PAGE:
Friday, January 12, 2024

A Vintage Disneyland Trip Report - January 1994

Thirty years ago this month, I visited Disneyland with some very good friends.  This was a time when I was "in between" having annual passes.  In the early nineties, I was only going to the park about once a year, and at this particular time, it had been even a little longer than that between visits.

For this vintage trip report, let's start at the very beginning, a very good place to start......

As we pulled up to the toll booth of the old Disneyland parking lot, we were handed this ticket.  Of course, it was after paying the $12 fee.  And that was for "up close" preferred parking.  I believe the regular parking was $6 at that time, so "preferred" parking was twice the price.  I'm not sure why we paid the extra money at the time.  It must have been at the insistence of one of my friends.

This bright yellow card was placed under the windshield wiper of our car.  It acted as sort of a "flag" for the parking lot employees, indicating that we needed to be directed to the "preferred parking" section.  I wonder why an "X" was drawn over the image of Mickey in his car?   Was that some type of parking lot "code," or did someone just not care for Mickey?

We were also handed this flyer, which listed admission prices, entertainment showtimes, and some parking information:

Wow, only $30 for a day at Disneyland (Adult).  And only $24 for seniors.  Does Disney still offer a senior discount?  Does Disney offer any kind of discounts anymore?

When purchasing our admission tickets (I was not able to locate my ticket for this post, for some reason), we were given this guidebook.  Now, I do realize that this one has "1993" on the cover, but it is the one that we were given for our January 1994 visit.  It even shows up in some of the photos we took that day.  The only reason that I can come up with for this is, since this was the "Eisner & Pressler Super Cheap Cost-Cutting Era®" for Disneyland, maybe they wanted all of the old guidebooks to be used up before handing out the new ones for 1994?  It still seems odd though, because Roger Rabbit's Car Toon Spin isn't listed in this guide, and it had just opened to the public.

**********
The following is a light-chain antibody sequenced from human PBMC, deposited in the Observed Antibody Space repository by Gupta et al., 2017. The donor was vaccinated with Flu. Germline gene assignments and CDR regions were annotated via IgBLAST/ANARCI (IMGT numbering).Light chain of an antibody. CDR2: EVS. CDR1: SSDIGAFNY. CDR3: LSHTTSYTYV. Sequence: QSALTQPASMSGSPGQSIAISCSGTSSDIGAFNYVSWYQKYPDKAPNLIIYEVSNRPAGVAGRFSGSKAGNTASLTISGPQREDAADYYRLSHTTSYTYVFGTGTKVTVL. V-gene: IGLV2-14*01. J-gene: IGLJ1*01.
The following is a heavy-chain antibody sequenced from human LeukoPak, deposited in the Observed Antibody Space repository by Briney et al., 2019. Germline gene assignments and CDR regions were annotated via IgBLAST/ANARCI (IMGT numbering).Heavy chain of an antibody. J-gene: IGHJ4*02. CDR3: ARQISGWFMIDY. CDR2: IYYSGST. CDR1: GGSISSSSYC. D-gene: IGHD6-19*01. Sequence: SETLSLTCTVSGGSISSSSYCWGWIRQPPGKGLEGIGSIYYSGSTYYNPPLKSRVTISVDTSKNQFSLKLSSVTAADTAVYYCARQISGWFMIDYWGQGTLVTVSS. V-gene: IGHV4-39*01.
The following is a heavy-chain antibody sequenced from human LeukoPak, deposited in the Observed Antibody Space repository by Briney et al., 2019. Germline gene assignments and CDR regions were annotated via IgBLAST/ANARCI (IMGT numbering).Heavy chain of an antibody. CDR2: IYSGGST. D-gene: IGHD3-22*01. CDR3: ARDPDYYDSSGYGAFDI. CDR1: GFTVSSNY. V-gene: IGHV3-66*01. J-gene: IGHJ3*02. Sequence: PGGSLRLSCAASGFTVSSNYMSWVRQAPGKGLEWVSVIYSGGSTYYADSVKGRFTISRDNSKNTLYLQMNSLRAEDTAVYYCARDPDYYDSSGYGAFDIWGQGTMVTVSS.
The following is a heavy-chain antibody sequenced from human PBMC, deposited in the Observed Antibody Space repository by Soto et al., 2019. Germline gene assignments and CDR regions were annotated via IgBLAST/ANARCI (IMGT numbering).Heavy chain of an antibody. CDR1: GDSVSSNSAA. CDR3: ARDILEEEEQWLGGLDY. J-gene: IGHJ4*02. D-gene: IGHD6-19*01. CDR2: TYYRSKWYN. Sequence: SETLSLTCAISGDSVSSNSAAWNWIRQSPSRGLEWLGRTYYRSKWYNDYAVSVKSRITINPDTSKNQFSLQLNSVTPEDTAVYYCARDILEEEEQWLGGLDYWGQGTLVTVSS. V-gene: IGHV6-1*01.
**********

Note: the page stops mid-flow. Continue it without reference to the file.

At this point, we had just entered the park.  Hooray for Main Street, U.S.A.!   Hey, is that E.J.Peaker and the Osmonds on the upper level of the Omnibus?  I know, I know.....that line gets old!  But I can't help it.  I absolutely LOVE that particular episode of The Wonderful World of Disney.

Toontown had opened just twelve months earlier, but I had not seen it yet.  And Roger Rabbit's Car Toon Spin had opened just four days earlier (on January 26, 1994), so we headed over there first.....making just a quick stop to snap some pictures of the new (to me) "Easter" paint job on the It's A Small World facade.  Note the fairly new commemorative plaque in the flowerbed, explaining the history of the attraction, and how it had originally debuted at the 1964 New York World's Fair.  The leaping dolphin-shaped topiaries had not yet been placed on either side of the plaque.

A few of the pictures in this post were taken by one of my friends, and this is one example.  I remember he really liked the whimsical columns on the Small World Toy Shop.  Personally, I've never liked the structure, mainly because it interferes with the full view of the attraction's facade.  Now, if it had been built completely off to the side of the attraction, I think I would have liked it a little bit better.

We are now entering Toontown, and a sign just inside the entrance is telling us that the wait for the new Roger Rabbit ride is 45 minutes.  That's not too bad, considering the ride just opened four days ago.  We will wait the 45 minutes!